Friday, February 19, 2010

Forgotten Books: To Kiss, or Kill -- Day Keene

Yes, it's yet another of those free books from Munsey's. So once again I read it on the Kindle rather than taking a chance of breaking the brittle spine of the GM edition I own. Here's the opening:

You can never tell what a big, tough Polish boy will do when he finds a nude blonde in his bathroom. Especially if he is a heavyweight fighter who was born back of the yards, is married to a million dollars, and has a psychiatric record.

He might do a number of things. He might tell her to get out. He might yell for his wife. He might blow what's left of his top. He might even do what Barney Mandell did, come to his addled senses.

It really happened, in Chicago. It happened to Barney Mandell on the afternoon of the day he was released from the asylum as cured, because he hadn't wrung a parrot's neck in two years.

Oh, yes. The nude blonde was dead.

Now, I ask you: Who could resist reading on after a beginning like that? Not me, that's for sure.

Interestingly enough, this book's plot bears a strong resemblance to that of Gil Brewer's Flight to Darkness, reviewed right here on your favorite blog two months ago. There's the guy who's just out of the asylum, there's the woman he loves, there are all these weird things happening to him, and there are people dying all around him. Brewer and Keene were friends in Florida, and I suspect they talked about possible plots. We know they collaborated on one Keene novel. This one's quite different from Brewer's book in the way it plays out. The Chicago setting along makes sure of that. And then there's the parrot.

As usual with Keene's work, there's plenty to enjoy, all in a nice, tight package. Considering that Munsey's has this book in 10 different formats, there's no reason you can't check it out if you want to.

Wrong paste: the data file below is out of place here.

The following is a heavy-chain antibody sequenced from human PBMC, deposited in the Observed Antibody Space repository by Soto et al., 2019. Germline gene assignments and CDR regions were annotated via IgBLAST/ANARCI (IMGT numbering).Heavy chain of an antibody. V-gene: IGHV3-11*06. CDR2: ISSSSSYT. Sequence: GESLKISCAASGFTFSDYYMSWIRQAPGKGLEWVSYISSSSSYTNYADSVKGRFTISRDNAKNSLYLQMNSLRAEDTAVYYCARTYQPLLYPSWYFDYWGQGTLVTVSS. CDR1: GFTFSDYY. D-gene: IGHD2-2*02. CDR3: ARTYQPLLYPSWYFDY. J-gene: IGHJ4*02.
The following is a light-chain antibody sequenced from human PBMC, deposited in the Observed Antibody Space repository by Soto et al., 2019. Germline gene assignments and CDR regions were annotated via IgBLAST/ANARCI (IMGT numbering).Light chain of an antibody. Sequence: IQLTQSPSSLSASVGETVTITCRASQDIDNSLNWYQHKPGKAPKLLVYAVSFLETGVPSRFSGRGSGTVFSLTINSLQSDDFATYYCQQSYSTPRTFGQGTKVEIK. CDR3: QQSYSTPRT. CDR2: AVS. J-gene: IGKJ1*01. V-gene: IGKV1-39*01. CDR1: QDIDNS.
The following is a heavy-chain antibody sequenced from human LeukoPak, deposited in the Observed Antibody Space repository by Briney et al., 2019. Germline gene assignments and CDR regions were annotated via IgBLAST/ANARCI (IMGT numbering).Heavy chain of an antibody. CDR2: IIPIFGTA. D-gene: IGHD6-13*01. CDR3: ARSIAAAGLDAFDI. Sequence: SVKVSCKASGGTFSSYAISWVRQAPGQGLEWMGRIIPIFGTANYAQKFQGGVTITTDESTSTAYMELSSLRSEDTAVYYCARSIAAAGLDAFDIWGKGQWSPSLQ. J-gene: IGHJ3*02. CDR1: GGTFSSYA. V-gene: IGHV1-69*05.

9 comments:

pattinase (abbott) said...

It is amazing you can get older books on Kindle and that does serve quite a good use.

George said...

I'm getting more and more tempted to buy a Kindle.

Richard Robinson said...

That's a great cover! I wish you'd put a larger image of it up when we clicked... The book sounds interesting, and I;ll bet it doesn't run much past 110 pages and probably doesn't need to. Does the ending wrap it up or do the characters (those still alive) just kind of wander away, something I've seen in other Keene books?

Bill Crider said...

I was too lazy to scan my own copy, Rick, so that's the image I pulled from the Munsey's site. The ending of this one it pretty much tied up neatly, with no wandering off.

August West said...

This was the first Day Keene novel that I read. And that was a long time ago, so long that I don't remember anything about the novel. What I do recall was that I wasn't overly impressed with it. But it did get me to read more of Day Keene's work. And after I read more, he became one of my favorite authors. Novels that I really enjoyed - "Joy House," Bring Him Back Dead," "Take a Step to Murder," "There Was A Crooked Man" and "Home Is the Sailor." Also with a great cover,"If the Coffin Fits."

Bill Crider said...

That last one has the great "needle cover," doesn't it?

Evan Lewis said...

Hm. That's a good selling point for Kindle. A lot of my old pbs are so brittle I'm afraid reading them will make the pages fall out. This seems especially true of the old Harlequin mysteries.

Eric Beetner said...

Great opening! This is one to keep an eye out for. I had no idea there were free Kindle versions of old pulps. Sounds like a winner though.
And Bill, I am ashamed to say I missed your mention of our book but just went back to it. Thank you so much! Glad you enjoyed it.

August West said...

A good memory. Yes, it is a "needle" cover and I believe the publisher was Graphic.